Issuing rear view glasses for everyone so they can see who is about to grab them up for breaking up society…
HONG KONG • Hong Kong’s national security law does not spell “doom and gloom”, its leader Carrie Lam said yesterday, as she tried to calm unease over legislation that critics say could quash freedoms that have underpinned the city’s success as a financial hub.
The sweeping legislation that Beijing imposed on the former British colony punishes what China defines as secession, subversion, terrorism and collusion with foreign forces, with up to life in prison.
It came into force at the same time it was made public, just before midnight on June 30, with police arresting more than 300 people in protests the next day – about 10 of them, including a 15-year-old, for suspected violations of it.
“Surely, this is not doom and gloom for Hong Kong,” Mrs Lam, the city’s Beijing-backed Chief Executive, told a weekly news conference. “I’m sure, with the passage of time… confidence will grow in ‘one country, two systems’ and in Hong Kong’s future.”
The legislation has been criticised by democracy activists and Western governments for undermining freedoms guaranteed under the “one country, two systems” formula agreed when Hong Kong returned to Chinese rule in 1997.
Hong Kong and Chinese officials say the law, which gives mainland security agencies an enforcement presence in the city for the first time, is vital to plug holes in national security defences, exposed by the city’s failure to pass such legislation as required under the Basic Law, its mini-Constitution.
Mrs Lam said cases involving the new mainland agents would be “rare”, but nevertheless, national security was a “red line” that should not be crossed.
The law was not harsh when compared with that of other countries, she said. “It is a rather mild law. Its scope is not as broad as that in other countries and even China.”
Critics say the aim of the legislation is to stamp out a pro-democracy movement that brought months of protests, at times violent, to the city last year.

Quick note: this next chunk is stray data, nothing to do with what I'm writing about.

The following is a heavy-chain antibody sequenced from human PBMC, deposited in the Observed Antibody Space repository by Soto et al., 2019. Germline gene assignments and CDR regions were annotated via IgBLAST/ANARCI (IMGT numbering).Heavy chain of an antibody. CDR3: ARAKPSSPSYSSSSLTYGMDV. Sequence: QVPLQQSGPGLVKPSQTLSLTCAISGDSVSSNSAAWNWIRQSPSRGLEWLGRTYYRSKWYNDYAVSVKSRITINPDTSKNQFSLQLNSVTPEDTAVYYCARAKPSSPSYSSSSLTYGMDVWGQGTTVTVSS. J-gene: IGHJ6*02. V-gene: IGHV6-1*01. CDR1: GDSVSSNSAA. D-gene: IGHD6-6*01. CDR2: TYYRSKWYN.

Late on Monday, Hong Kong released details of how the law would be implemented, outlining police powers over the Internet, including the ability to ask publishers to remove information deemed a threat to national security.
Internet firms and their staff face fines and up to one year in jail, if they do not comply and police can seize their equipment. The companies are also expected to provide identification records and decryption assistance.
But Mrs Lam said she had not noticed widespread fears and the law would restore the city’s status as one of the safest in the world after last year’s violent pro-democracy protests. Despite her assurances, the law has had a chilling effect.
“If Hong Kong police and the government do not get information from Facebook, they may have other means,” said 45-year-old playwright Yan Pat-To.
“The fear has spread over freedom of expression.”
Shortly after the law came into force, pro-democracy activists disbanded their organisations.
Many shops have removed protest-related products and decorations, and public libraries have removed some books seen as supportive of the democracy movement.
Protesters have quickly learnt that actions that were not worthy of police attention a little more than a week ago could now warrant an arrest, a DNA sample and search of their home.
Ms Janet Pang, a lawyer for several protesters arrested for acts of inciting or abetting subversion or secession, said she believes it is the first time genetic data has been taken from protesters arrested for minor offences.
“It is unnecessary, intrusive and disproportionate,” she said. “I don’t know why they had to take DNA samples. We don’t know what kind of database they’re trying to build which might be sent back to the central government in Beijing.”
Police said the samples were to prove – or disprove – that those held had committed the offences.
The final power of interpretation of the law lies with the authorities in mainland China, where human rights groups have reported arbitrary detentions and disappearances. China has been clamping down on dissent and tightening censorship.
Mrs Lam, asked about media freedom, said if reporters could guarantee they would not breach the new law, she could guarantee they would be allowed to report freely.
“Ultimately, time and facts will tell that this law will not undermine human rights and freedoms,” she said.
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